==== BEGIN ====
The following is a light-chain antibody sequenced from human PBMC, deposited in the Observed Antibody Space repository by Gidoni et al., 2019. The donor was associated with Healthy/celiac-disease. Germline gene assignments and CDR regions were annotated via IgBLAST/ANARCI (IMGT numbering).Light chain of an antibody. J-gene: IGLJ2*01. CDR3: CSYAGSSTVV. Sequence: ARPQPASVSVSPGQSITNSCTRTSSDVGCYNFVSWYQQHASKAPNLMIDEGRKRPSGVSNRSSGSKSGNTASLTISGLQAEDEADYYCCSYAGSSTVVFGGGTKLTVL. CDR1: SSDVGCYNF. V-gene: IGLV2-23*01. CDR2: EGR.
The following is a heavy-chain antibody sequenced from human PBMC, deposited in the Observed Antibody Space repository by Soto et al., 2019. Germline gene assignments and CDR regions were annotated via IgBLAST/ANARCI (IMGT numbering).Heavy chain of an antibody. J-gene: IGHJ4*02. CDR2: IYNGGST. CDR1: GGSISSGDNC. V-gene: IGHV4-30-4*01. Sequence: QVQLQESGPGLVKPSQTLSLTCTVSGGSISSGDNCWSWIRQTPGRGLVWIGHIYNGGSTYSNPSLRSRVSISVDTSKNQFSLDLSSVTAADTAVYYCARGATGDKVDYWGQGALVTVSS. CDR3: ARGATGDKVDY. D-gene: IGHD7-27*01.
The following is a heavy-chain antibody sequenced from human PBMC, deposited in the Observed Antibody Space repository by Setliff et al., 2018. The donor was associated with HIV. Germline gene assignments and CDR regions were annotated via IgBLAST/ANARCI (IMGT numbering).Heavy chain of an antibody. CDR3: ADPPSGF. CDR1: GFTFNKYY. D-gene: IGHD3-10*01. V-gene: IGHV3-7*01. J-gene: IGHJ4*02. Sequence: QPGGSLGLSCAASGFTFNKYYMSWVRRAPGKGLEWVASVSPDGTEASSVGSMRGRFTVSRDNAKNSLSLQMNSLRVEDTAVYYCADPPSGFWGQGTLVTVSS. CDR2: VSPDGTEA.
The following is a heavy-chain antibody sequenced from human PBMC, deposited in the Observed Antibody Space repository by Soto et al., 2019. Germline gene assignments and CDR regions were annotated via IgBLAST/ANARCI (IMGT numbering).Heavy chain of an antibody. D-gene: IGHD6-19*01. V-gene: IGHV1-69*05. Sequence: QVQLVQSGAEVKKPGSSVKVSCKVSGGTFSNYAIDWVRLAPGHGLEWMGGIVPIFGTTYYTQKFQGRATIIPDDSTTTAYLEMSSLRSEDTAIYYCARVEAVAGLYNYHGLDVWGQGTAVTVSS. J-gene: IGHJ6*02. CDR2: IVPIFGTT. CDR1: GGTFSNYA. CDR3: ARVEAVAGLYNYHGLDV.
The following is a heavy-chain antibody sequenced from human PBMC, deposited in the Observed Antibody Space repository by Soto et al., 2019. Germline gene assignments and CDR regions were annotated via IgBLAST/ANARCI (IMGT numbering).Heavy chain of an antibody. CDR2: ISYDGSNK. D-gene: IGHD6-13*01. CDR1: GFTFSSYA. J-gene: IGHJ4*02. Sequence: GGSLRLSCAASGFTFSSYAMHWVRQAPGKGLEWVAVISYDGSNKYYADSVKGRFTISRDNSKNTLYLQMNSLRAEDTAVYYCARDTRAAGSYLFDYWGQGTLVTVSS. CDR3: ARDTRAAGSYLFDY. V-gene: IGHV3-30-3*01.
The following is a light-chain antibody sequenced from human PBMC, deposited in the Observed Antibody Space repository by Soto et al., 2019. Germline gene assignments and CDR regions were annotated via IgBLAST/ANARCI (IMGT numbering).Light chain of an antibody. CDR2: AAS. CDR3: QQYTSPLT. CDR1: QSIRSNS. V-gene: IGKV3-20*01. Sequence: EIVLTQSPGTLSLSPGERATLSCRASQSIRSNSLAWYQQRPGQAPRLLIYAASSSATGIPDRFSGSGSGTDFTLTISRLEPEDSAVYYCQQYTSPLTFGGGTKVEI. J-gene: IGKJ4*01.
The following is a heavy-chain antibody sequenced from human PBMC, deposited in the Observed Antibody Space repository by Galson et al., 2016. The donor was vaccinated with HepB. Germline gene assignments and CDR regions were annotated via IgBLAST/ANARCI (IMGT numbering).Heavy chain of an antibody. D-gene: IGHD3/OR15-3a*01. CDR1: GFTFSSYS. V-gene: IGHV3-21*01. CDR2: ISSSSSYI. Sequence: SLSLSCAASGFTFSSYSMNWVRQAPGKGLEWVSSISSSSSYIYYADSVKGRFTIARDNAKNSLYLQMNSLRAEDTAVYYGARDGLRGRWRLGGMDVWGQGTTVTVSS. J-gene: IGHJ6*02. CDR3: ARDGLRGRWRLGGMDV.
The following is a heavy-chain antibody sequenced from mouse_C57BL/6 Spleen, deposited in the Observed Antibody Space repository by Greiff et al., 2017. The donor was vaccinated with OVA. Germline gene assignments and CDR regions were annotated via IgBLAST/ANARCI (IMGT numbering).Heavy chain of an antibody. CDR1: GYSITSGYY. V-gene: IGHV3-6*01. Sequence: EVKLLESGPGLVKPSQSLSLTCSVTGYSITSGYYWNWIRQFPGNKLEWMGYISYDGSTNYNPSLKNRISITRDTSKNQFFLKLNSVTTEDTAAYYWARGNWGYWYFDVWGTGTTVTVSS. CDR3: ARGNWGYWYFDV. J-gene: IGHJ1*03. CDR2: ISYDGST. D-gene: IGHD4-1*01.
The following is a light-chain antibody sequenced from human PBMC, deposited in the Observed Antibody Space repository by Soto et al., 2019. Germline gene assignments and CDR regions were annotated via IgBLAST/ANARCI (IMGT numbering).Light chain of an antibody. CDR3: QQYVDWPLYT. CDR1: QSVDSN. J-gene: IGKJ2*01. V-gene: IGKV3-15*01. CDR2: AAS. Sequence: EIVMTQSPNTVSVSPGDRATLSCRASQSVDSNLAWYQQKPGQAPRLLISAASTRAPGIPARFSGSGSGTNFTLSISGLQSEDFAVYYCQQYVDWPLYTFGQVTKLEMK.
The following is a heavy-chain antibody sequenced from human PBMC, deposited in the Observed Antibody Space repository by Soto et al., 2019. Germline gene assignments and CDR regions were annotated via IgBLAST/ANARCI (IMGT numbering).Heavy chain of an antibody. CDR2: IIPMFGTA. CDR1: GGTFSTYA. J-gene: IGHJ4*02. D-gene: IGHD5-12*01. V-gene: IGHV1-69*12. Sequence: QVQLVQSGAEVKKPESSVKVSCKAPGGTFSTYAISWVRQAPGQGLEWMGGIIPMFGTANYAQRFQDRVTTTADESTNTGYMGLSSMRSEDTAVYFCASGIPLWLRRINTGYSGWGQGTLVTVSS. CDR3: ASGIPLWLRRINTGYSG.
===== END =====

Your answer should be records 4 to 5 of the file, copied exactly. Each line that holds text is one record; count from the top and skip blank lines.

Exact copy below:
The following is a heavy-chain antibody sequenced from human PBMC, deposited in the Observed Antibody Space repository by Soto et al., 2019. Germline gene assignments and CDR regions were annotated via IgBLAST/ANARCI (IMGT numbering).Heavy chain of an antibody. D-gene: IGHD6-19*01. V-gene: IGHV1-69*05. Sequence: QVQLVQSGAEVKKPGSSVKVSCKVSGGTFSNYAIDWVRLAPGHGLEWMGGIVPIFGTTYYTQKFQGRATIIPDDSTTTAYLEMSSLRSEDTAIYYCARVEAVAGLYNYHGLDVWGQGTAVTVSS. J-gene: IGHJ6*02. CDR2: IVPIFGTT. CDR1: GGTFSNYA. CDR3: ARVEAVAGLYNYHGLDV.
The following is a heavy-chain antibody sequenced from human PBMC, deposited in the Observed Antibody Space repository by Soto et al., 2019. Germline gene assignments and CDR regions were annotated via IgBLAST/ANARCI (IMGT numbering).Heavy chain of an antibody. CDR2: ISYDGSNK. D-gene: IGHD6-13*01. CDR1: GFTFSSYA. J-gene: IGHJ4*02. Sequence: GGSLRLSCAASGFTFSSYAMHWVRQAPGKGLEWVAVISYDGSNKYYADSVKGRFTISRDNSKNTLYLQMNSLRAEDTAVYYCARDTRAAGSYLFDYWGQGTLVTVSS. CDR3: ARDTRAAGSYLFDY. V-gene: IGHV3-30-3*01.